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Discipline and Spanking
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“Boys, no jumping on Mimi’s couches.”
“No snacks in Mimi’s living room.”
“And no wrestling on Mimi’s bed!!”
If you have children and you’ve ever visited family, I’m sure you’ve had similar declarations come out of your mouth. Welcome to disciplining kids at Grandma’s house. Why can’t kids always be on their “best behavior,” and show the world the little angels you’re raising??
Let’s be real. Those little sweeties aren’t always angels.
And sometimes friends, in-laws, or random old ladies at the grocery store say things about your parenting or your children’s behavior that you prefer they’d keep to themselves. Plus, there’s no time like the holidays—cramped quarters and together more than any other time of year—for our kids’ behavior and our family’s opinions to come out in the worst way and at the worst time possible.
So how do we survive the holidays with family and kids while not losing our sanity (or our hair)? I’ve got three rules for you.
The first two rules to disciplining kids at Grandma’s may seem to contradict. But I promise you they don’t. And I’ll tell you why.
1. My house, my rules
A few weeks ago, we were visiting my mom when I had a speaking engagement nearby. And all three of the statements above came out of my mouth multiple times a day.
Like any grandmother, my mom has certain rules for her house. It just so happens that in our house, we are slightly more lax on some of the rules she enforces. It’s one of the reasons we didn’t buy the most expensive couches at the store. And why we’re constantly vacuuming.
But my mom has lived through the little-children years. When my brother and I were younger, we were allowed to have snacks in the living room.Now that we’re all grown up, she doesn’t have to worry about the daily messes that accompany littles. So she is certainly allowed to splurge a little on nicer couches. And I don’t blame her for not wanting to deal with crumbs and spills on those nice couches.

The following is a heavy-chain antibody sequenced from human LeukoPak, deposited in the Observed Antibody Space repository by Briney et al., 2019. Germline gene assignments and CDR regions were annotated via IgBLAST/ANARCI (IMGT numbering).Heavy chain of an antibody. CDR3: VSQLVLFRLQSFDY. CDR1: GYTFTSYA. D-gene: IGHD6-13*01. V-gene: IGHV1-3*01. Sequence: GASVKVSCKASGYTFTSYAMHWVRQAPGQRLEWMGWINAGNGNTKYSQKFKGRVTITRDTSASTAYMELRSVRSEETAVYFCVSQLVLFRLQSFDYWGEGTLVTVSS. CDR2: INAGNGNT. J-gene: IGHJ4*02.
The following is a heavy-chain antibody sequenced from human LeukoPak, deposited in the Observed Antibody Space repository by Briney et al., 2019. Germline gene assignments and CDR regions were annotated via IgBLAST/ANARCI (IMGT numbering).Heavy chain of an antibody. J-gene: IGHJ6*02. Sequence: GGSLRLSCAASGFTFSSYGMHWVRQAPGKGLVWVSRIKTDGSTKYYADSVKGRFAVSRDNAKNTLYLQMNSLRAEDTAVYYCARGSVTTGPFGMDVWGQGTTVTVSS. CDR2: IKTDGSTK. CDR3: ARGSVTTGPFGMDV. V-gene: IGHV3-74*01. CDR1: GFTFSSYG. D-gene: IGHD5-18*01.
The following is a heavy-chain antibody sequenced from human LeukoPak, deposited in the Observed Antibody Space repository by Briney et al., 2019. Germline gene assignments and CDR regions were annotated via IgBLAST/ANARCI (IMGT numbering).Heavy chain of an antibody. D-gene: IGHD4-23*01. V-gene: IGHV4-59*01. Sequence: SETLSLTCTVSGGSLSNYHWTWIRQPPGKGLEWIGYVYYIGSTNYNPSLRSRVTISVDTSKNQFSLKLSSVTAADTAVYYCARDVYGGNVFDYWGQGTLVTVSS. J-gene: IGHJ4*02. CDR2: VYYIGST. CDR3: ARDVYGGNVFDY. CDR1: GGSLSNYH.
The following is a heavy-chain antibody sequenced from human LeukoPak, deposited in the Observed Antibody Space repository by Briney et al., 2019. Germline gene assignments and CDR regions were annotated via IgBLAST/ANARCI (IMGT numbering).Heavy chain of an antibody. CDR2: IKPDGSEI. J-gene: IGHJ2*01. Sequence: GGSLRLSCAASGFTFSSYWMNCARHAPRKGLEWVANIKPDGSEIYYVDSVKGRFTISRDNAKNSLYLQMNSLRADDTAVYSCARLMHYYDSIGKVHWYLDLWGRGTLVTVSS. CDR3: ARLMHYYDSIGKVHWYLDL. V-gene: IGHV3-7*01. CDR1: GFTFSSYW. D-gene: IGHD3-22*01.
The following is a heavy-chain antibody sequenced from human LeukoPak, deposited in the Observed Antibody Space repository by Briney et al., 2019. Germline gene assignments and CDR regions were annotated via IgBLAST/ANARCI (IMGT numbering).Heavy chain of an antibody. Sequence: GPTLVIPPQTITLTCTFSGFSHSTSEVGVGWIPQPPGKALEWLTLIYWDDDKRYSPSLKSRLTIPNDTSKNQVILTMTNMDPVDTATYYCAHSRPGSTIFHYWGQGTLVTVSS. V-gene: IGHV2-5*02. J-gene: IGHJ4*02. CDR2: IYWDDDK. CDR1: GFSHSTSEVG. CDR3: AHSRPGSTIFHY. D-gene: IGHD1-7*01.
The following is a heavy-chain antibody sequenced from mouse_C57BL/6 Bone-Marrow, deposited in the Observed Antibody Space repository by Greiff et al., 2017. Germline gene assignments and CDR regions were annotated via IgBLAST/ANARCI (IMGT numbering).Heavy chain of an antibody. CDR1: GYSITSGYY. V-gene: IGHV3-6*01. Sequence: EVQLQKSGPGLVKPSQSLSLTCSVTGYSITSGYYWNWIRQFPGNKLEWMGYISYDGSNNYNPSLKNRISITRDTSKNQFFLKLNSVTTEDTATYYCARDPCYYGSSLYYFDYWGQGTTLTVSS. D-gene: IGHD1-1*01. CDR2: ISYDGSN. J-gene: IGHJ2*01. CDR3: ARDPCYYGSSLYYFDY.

We needed to make a plan on what we’d expect from them and how we planned on disciplining our kids at Grandma’s.
So, her house, her rules.
When we’re at Mimi’s (or Nana’s, or anyone else’s), we listen to her rules. We eat in the kitchen. We do our dishes right away. We’re extra careful to take good care of her toys. We don’t chase her dogs. We don’t leave toys laying out. And we don’t run around like banshees.
Basically, we opt for respecting Mimi’s things and putting it back how we found it.
(In case you think Mimi’s house is just full of “noes,” I promise you, they love being at her house. She spoils them rotten.)
2. My kids, my rules
When it comes to what my kids eat, what time they go to bed, and how they’re disciplined, my rule is: my kids, my rules. Every parent raises and disciplines their kid(s) differently based on personality, health needs, and a multitude of other details.
Yes, grandparents may say their two cents. They may spout the occasional, “Eat your broccoli and you can have ice cream!” But if you, their parent, don’t agree with any part of that statement, it’s okay to say no.
It’s okay to speak up to say how you’re raising them. (In a respectful way of course.) And no matter what anyone says, your wishes for your child should be respected.
For the first two years of my oldest son’s life, we kept him away from as much sugar as we could. My mother-in-law, God bless her, was so excited to make things like Jello-Jigglers and ice cream cones for him.
But she respected my wishes. Even though she was eager to spoil him the way every kid deserves to be spoiled by their grandparents, she made sure to get my husband’s or my permission before offering anything.
And when my kids were younger, especially when we only had one baby, we lived by naps and bedtime. Following the advice of my sister-in-law, I learned early that babies crave a routine and a schedule. So occasionally, I’d try a car-seat nap or wear my baby in a carrier during nap time. But I knew my baby. My baby slept best in his crib.
I realized it wasn’t always convenient that we had to be home for a couple hours in the morning and a couple hours in the afternoon. As well as being home in the evening for an early bedtime. But I knew what my baby needed.
And by sticking with a schedule, I was saving all of us from an evening trying to get a crying, overtired baby to sleep.
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3. Behavior is “best” no matter where you are
Upon leaving the house as a child, I remember my parents saying, “Now, I want you to be on your best behavior!” And while I know they had the best of intentions (and kids can definitely use the reminder), I believe we should take it a step further.